Publication / DecodeDC/ Scripps
May 7, 2014
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The unwanted war machines Congress is forcing on the Pentagon

Budget battle looms over military spending

WASHINGTON, D.C. – President Obama recently set goals to decrease America’s military might back to pre-World War II levels. To get there, the Pentagon is proposing $45 billion in cuts to the nation’s most well-funded department. Through proposed reductions to its fleet, aircraft and troops the Department of Defense seems prepared to finally cut some serious pork.

Congress however, isn’t always on board with this butchering project.

Usually when representatives or senators want to save programs that the generals want to extinguish, it’s because they’re trying to save jobs back home.

Sometimes they think they know better than the Pentagon or might have taken sides in intra-Pentagon battles. The result?

There are several situations where legislators are fighting to keep in production the archaic, cobweb-collecting machinery that the Pentagon says it no longer wants.

A preliminary vote on the National Defense Authorization Act is slated for Wednesday. Get ready for a 21st century Battle of the Bulge. Here are some big ticket items the Pentagon doesn’t want but can’t get rid of.

The M1 Abrams Tank.

Copyright Getty Images
Copyright Getty Images

Estimated cost saving: $7.5 million per tank.

The Abrams tank is the ultimate thorn in the Pentagon’s side. The Army is fed up with buying and upgrading cumbersome tanks that it says have no place in modern warfare. Last year the Pentagon tried to kill the tank but Congress instead allocated an extra $181 million to keep it in production.

Members representing the communities of York, Pennsylvania and Lima, Ohio—where tank manufacturers BAE and General Dynamics are located—are strongly against killing the Abrams and similarly outdated Bradley, saying it will cost hundreds of jobs. In March, the Pentagon announced it would receive $548 million dollars to modernize its tanks.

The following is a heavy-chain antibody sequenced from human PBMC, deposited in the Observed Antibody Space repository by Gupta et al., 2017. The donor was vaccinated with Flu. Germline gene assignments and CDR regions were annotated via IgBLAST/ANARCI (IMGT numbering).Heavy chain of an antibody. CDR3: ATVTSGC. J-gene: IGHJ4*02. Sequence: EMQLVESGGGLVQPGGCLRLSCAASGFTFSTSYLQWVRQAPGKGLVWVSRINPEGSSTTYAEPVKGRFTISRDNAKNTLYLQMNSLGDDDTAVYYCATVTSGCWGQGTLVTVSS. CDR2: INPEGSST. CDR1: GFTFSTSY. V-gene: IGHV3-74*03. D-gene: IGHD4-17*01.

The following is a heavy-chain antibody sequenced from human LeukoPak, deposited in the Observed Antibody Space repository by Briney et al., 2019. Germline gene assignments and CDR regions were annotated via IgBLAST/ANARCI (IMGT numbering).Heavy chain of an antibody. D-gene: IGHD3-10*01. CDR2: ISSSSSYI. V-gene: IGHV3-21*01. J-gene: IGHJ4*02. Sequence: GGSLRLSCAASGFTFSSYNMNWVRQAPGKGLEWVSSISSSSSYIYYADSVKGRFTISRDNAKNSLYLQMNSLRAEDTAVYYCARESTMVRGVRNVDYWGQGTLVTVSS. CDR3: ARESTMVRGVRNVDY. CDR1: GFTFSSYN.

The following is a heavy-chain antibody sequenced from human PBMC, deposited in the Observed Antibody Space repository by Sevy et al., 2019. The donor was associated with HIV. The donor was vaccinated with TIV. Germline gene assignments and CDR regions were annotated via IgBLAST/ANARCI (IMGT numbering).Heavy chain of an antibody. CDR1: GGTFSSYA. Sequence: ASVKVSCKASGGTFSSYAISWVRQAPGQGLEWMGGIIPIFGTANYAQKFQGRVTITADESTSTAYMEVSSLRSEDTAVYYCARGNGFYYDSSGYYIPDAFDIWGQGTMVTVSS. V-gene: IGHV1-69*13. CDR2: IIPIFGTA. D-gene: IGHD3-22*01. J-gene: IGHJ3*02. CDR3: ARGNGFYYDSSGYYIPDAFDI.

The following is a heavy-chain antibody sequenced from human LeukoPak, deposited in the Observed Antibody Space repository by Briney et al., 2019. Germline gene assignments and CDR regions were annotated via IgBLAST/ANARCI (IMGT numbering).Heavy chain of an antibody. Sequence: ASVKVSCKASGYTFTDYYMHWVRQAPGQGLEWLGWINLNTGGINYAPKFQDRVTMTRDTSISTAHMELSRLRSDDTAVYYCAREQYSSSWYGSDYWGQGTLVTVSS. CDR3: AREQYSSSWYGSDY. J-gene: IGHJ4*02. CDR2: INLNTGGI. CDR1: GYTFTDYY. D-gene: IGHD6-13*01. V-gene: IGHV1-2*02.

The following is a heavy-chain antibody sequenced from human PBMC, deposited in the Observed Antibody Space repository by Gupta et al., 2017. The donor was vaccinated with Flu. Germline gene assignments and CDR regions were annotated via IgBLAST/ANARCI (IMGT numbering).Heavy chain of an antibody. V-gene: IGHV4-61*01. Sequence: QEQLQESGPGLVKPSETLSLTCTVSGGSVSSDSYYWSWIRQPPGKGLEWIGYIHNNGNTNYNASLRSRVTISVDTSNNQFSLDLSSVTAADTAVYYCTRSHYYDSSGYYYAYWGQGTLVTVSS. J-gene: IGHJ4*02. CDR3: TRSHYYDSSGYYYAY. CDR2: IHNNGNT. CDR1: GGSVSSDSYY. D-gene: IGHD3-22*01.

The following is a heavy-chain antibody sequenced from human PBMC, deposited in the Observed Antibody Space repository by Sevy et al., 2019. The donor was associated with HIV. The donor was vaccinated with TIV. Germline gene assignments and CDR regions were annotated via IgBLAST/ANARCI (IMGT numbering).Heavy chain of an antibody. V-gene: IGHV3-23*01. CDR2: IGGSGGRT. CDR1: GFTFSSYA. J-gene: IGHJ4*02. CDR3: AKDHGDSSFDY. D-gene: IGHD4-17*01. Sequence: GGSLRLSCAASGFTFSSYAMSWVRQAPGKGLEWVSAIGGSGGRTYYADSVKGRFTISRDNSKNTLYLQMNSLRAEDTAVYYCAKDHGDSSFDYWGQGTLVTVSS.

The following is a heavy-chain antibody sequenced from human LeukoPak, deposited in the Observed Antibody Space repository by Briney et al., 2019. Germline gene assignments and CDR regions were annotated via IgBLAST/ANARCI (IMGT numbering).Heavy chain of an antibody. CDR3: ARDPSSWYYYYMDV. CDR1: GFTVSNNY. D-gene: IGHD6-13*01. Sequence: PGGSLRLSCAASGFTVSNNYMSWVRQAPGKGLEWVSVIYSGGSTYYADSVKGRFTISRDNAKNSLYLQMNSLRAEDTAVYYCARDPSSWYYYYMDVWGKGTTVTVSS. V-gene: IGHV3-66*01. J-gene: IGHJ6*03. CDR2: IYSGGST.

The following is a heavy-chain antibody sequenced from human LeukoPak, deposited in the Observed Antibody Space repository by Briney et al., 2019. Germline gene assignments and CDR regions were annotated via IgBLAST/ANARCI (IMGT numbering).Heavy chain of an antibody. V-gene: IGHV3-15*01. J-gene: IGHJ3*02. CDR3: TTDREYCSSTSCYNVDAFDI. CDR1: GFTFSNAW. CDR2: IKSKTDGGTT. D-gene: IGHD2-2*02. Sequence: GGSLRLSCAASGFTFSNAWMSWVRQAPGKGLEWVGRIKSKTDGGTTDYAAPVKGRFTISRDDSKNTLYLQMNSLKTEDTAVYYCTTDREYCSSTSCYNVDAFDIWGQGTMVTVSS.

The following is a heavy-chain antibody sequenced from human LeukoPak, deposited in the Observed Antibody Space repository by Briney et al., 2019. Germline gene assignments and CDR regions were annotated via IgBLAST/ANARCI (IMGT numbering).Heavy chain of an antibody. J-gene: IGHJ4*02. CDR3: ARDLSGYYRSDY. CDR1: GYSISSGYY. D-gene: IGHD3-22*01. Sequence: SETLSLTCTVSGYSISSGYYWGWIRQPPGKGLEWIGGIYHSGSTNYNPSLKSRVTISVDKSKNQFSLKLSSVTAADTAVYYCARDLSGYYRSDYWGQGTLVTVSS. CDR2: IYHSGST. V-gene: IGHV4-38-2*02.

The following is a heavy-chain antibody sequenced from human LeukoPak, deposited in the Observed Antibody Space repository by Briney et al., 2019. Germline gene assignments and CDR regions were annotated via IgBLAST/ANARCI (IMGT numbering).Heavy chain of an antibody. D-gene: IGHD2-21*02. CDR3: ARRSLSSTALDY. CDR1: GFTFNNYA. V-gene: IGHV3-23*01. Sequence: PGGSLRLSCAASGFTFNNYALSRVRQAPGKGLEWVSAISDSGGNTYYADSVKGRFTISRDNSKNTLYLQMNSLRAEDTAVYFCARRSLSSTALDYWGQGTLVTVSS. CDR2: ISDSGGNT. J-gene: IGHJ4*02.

The A-10 Thunderbolt Jet

Copyright Getty Images
Copyright Getty Images

Estimated cost saving: $3.5 billion over the next five years.

The aircraft, known as the “Warthog,” was developed in the 1970s to provide close ground-air support to troops and was the darling of the first Gulf War. But as one publication put it: “it’s old, it’s slow, it’s ugly.

The Air Force wants to ground its fleet of A-10s and replace them with the F-35 fighter jet. Yet some members of Congress have opposed the decision. In April Sen. John McCain, a longtime critic of the F-35, joined the opposition asking “We are going to do away with the finest close-air-support weapon in history?”

The USS George Washington Aircraft Carrier

Copyright Getty Images
Copyright Getty Images

Estimated cost saving: $796 million

Secretary Hagel has warned the Navy that the fate of the USS George Washington is at stake if Congress doesn’t accept the Pentagon’s overall budget plan. The nuclear-powered aircraft carrier is over twenty years old and is slated for a burdensome overhaul and maintenance procedure.

It’s a cost the Pentagon says it simply can’t afford. However Rep. Randy Forbes, Chairman of the House Armed Services Sea Power Subcommitteehas vowed to keep the George Washington afloat. Forbes, a conservative Republican, is from Virginia, a state with heavy government contract and building licenses.

Amarra Ghani contributed to this post.